O'Reilly logo

Accounting All-in-One For Dummies by Jill Gilbert Welytok, Tage C. Tracy, John A. Tracy, Vijay S. Sampath, Maire Loughran, Frimette Kass-shraibman, Mark P. Holtzman, Lita Epstein, Ken Boyd

Stay ahead with the world's most comprehensive technology and business learning platform.

With Safari, you learn the way you learn best. Get unlimited access to videos, live online training, learning paths, books, tutorials, and more.

Start Free Trial

No credit card required

Chapter 4

Accounting for Change with Variance Analysis

In This Chapter

arrow Understanding and setting standard costs

arrow Figuring out direct materials prices and direct labor rates

arrow Using formulas to compute variances

arrow Exploiting a shortcut for calculating direct material and direct labor variances

arrow Identifying variances that require further investigation

When things don't go according to plan, inevitably you're left asking “Why?” To find the answer, examine the factors under your control. For example, suppose you don't like to diet. As an accountant, you should enjoy counting calories. But maybe you don't. Maybe you don't like to exercise either. That said, if you weigh yourself only to find that you're gaining rather than losing weight, you may ask “Why?” You thought you were being so careful this week. Why did you gain three pounds? It all comes down to three factors under your control: what you eat and drink, how much you eat and drink, and how much you exercise. Examining each of these ...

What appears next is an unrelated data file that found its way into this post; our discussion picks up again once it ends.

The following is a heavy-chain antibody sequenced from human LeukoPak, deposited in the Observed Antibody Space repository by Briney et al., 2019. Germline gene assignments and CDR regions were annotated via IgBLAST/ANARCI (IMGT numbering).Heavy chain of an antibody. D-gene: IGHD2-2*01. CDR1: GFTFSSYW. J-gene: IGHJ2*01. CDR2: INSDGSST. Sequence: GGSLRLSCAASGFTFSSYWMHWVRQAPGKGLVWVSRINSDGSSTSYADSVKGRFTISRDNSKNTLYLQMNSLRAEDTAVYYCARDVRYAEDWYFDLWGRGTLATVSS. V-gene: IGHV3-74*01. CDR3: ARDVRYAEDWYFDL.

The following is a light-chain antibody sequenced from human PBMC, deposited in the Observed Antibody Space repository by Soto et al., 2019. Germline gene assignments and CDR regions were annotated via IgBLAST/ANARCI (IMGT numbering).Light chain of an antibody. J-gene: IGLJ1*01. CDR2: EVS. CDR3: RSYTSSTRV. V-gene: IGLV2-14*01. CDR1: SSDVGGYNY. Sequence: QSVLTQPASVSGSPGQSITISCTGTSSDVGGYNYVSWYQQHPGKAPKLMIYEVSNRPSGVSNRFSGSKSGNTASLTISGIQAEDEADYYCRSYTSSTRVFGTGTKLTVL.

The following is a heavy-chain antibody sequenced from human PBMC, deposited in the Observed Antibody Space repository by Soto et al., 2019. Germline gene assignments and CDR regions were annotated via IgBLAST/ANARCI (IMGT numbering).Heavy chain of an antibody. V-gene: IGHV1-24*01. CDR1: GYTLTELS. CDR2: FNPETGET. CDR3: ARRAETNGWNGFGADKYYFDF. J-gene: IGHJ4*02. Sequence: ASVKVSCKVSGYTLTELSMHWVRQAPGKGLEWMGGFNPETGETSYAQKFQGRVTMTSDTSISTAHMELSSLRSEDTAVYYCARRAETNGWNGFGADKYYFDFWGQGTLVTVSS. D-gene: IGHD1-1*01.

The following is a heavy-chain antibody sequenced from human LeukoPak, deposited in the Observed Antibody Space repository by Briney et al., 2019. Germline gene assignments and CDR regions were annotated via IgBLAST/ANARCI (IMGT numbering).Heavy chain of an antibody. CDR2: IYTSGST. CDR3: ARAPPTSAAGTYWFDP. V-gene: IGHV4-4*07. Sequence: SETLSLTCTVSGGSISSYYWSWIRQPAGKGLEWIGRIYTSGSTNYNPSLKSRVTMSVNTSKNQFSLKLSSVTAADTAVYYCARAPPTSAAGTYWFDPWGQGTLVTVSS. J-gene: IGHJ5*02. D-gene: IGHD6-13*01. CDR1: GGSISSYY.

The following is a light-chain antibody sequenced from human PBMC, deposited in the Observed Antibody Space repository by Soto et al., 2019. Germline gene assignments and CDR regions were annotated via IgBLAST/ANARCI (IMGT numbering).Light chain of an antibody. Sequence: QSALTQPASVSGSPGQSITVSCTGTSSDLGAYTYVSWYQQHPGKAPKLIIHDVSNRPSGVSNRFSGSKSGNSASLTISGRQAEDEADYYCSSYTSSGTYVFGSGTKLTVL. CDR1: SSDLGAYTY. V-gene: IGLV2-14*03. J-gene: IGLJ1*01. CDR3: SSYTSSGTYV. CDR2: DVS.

With Safari, you learn the way you learn best. Get unlimited access to videos, live online training, learning paths, books, interactive tutorials, and more.

Start Free Trial

No credit card required